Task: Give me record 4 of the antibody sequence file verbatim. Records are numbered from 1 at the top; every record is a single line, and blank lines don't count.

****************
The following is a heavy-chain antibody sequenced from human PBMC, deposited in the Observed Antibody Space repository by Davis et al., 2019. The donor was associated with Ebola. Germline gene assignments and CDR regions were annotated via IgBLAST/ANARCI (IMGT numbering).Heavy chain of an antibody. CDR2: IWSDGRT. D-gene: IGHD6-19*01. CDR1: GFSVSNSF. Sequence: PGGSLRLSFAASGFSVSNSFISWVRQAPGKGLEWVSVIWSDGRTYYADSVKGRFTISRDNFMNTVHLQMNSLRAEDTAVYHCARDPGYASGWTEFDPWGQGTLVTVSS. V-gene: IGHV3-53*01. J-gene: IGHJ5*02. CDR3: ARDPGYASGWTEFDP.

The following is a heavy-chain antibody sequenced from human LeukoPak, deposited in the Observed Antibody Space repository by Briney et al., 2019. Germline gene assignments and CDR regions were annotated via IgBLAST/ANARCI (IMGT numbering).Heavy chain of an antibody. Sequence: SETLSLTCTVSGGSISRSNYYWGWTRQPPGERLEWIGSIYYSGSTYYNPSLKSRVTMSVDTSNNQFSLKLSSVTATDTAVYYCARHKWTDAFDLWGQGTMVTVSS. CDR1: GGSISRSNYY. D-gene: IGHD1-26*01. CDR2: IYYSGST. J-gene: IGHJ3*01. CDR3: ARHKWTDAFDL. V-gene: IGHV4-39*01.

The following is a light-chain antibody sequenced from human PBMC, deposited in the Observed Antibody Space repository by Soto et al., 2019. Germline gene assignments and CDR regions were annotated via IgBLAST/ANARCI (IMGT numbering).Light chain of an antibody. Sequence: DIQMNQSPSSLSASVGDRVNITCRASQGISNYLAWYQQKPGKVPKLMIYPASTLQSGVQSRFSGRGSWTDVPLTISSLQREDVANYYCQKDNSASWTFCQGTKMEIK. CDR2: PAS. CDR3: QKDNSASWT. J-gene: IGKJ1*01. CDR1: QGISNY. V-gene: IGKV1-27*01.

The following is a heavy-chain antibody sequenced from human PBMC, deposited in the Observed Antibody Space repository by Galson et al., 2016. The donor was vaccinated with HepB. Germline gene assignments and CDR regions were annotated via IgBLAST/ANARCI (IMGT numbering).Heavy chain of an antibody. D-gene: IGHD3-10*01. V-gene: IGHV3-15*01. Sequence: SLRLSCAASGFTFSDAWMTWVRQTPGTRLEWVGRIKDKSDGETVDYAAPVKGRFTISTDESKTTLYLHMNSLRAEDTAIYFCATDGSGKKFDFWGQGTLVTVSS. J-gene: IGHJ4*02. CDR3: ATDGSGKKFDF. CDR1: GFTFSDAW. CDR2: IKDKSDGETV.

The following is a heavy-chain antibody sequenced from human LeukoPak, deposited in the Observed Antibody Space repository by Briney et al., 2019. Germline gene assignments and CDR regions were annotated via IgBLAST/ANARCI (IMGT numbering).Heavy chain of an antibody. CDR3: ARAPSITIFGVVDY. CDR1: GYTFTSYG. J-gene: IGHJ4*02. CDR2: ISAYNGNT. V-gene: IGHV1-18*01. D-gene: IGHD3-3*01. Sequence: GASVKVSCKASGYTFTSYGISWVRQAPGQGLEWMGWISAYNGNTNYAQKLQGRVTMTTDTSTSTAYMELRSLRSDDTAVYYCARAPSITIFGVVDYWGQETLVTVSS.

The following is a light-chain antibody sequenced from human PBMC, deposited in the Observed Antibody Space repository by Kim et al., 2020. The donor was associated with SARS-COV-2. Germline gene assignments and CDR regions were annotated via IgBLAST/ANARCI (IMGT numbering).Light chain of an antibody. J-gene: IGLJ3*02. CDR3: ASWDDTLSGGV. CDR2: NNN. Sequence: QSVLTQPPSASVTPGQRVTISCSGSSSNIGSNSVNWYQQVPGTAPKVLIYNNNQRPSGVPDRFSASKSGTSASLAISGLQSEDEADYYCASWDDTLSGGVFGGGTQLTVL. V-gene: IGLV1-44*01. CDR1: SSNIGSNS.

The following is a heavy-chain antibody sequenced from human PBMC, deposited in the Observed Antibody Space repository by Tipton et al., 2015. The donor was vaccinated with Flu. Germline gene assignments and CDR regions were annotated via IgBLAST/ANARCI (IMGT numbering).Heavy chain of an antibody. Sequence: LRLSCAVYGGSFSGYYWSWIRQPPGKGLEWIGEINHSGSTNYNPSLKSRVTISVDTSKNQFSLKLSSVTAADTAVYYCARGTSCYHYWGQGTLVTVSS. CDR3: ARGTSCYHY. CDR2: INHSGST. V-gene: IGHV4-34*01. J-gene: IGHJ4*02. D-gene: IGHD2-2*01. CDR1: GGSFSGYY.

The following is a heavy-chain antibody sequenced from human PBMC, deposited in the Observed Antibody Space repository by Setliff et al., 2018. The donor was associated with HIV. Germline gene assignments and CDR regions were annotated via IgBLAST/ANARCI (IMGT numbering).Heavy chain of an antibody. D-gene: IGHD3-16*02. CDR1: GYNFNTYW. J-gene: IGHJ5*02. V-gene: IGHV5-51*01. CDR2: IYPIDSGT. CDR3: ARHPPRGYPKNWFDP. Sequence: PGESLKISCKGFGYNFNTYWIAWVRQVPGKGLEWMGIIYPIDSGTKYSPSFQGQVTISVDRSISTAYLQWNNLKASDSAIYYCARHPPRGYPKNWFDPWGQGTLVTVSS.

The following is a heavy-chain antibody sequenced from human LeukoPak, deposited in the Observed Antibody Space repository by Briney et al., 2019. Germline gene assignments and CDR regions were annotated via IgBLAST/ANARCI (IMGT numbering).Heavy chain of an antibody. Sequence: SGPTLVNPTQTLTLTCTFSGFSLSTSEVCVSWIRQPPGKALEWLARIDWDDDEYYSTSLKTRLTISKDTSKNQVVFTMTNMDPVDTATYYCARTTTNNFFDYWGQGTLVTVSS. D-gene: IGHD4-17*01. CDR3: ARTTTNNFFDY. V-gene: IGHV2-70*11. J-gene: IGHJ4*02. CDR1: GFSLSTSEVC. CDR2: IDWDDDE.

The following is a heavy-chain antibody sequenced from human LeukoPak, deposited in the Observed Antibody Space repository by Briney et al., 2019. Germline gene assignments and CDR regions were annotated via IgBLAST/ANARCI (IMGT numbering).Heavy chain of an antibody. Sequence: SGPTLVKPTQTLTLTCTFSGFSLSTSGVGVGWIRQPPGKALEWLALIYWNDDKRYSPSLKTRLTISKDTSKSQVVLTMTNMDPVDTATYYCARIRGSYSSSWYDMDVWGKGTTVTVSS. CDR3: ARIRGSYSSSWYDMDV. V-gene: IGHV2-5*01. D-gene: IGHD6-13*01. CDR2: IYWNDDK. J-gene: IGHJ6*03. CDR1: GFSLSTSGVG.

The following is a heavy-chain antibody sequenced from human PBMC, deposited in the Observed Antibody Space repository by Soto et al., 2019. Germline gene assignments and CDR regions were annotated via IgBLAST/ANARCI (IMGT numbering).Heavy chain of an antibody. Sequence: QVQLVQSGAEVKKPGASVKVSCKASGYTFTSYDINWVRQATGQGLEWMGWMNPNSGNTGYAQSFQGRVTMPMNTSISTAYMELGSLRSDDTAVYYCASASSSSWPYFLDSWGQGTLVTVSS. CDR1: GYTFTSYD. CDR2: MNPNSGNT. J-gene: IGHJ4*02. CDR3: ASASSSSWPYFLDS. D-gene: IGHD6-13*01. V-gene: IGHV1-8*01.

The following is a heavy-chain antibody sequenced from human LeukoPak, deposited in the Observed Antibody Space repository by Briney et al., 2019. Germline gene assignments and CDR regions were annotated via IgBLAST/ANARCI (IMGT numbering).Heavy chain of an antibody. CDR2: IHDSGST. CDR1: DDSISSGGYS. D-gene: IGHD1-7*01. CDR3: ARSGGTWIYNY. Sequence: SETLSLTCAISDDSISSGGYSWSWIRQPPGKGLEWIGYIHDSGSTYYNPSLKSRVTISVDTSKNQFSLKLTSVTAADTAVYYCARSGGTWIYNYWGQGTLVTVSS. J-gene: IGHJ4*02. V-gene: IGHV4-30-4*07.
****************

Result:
The following is a heavy-chain antibody sequenced from human PBMC, deposited in the Observed Antibody Space repository by Galson et al., 2016. The donor was vaccinated with HepB. Germline gene assignments and CDR regions were annotated via IgBLAST/ANARCI (IMGT numbering).Heavy chain of an antibody. D-gene: IGHD3-10*01. V-gene: IGHV3-15*01. Sequence: SLRLSCAASGFTFSDAWMTWVRQTPGTRLEWVGRIKDKSDGETVDYAAPVKGRFTISTDESKTTLYLHMNSLRAEDTAIYFCATDGSGKKFDFWGQGTLVTVSS. J-gene: IGHJ4*02. CDR3: ATDGSGKKFDF. CDR1: GFTFSDAW. CDR2: IKDKSDGETV.